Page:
X
UCA News
myron-j-pereira
shay-cullen
mary-aileen-d-bacalso
william-j-grimm
michael-kelly
benedict-rogers

Philippines

Philippines lifts ban on carol singing

Christmas tradition may go ahead as long as certain Covid-19 health protocols are observed

Philippines lifts ban on carol singing

Catholic faithful wearing face masks and shields and observing physical distancing attend the first of nine dawn Masses signalling the official start of Christmas at a church in Manila on Dec. 16, 2020. (Photo: AFP)

Christians in the Philippines will be allowed to go door to door to sing carols this Christmas as long as they observe certain Covid-19 health protocols.

The Department of Health on Nov. 10 lifted a ban on the tradition imposed last year because of the pandemic.

It means people may once again visit relatives and friends to sing carols dressed in yuletide costumes.

“Singers must remember that caroling must only take place outdoors while wearing face masks or face shields,” health undersecretary Rosario Vergeire said.

“The public needs to understand that when we sing, respiratory particles are emitted. This means that the infection risk is high.” 

President Rodrigo Duterte announced the easing of Covid-19 restrictions in Manila on Nov. 4 to allow small gatherings provided people wear masks and face shields.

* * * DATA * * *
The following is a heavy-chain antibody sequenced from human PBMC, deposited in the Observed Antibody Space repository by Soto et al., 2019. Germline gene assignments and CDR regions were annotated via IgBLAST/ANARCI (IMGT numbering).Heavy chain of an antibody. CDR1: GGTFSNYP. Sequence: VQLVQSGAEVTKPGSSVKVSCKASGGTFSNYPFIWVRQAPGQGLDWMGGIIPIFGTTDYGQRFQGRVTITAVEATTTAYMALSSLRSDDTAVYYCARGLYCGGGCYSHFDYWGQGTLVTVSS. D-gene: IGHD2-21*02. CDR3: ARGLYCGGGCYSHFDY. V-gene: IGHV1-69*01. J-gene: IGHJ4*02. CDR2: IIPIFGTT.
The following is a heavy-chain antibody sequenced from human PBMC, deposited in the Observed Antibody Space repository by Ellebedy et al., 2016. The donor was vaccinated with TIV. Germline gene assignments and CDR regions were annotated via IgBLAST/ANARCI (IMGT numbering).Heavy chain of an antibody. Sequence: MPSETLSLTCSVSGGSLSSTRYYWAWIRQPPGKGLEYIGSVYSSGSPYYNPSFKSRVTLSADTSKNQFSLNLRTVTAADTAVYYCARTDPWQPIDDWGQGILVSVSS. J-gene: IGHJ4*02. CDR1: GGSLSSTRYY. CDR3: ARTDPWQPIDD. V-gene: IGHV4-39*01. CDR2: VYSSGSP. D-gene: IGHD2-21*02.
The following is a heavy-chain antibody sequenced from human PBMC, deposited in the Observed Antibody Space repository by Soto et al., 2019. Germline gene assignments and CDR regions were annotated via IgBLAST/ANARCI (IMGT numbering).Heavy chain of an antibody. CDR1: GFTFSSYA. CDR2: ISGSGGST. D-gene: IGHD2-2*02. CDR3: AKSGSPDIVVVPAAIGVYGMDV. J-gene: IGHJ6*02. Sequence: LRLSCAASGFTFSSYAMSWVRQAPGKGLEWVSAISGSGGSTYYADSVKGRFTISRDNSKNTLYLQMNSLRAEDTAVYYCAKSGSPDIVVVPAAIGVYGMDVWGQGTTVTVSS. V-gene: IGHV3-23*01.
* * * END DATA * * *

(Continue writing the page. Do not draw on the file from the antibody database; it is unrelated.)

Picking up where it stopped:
Risks may be mitigated if singing is conducted outdoors in small groups at an appropriate distance from observers, and with the vulnerable and elderly not included

Church activities were also permitted provided not more than 50 percent of the seating capacity of a venue was occupied.

Vergeire said the government had no “specific” guidelines as to how caroling should be conducted and had left that to local authorities and communities.

“Local governments are encouraged to develop specific guidelines based on their respective local settings,” she added.

She also warned against welcoming carol singers into houses.

Thank you. You are now signed up to Daily newsletter

“Risks may be mitigated if singing is conducted outdoors in small groups at an appropriate distance from observers, and with the vulnerable and elderly not included,” Vergeire said.

The move to restore the Christmas tradition has been welcomed by Catholics.

Father Jun Castro of Legaspi Diocese in southern Luzon said singing carols is an important tradition in the Philippines.

“I am sure many will be excited to once again sing their favorite Christmas carols. Caroling is also an opportunity to share with the needy,” Father Castro told UCA News.

“Caroling will bring back the joy of Christmas, but let not put our defenses down. The virus is still present. Let us be careful.”

Some people, however, have voiced concern, saying it may be safer to sing carols online instead.

“Instead of risking carolers to Covid exposure, maybe it’s better to use the internet. After all, it is the thought that counts,” Manila parishioner Martin Castro said.

Also Read

 
UCA News Catholic Dioceses in Asia
UCA News Catholic Dioceses in Asia
UCA News Catholic Dioceses in Asia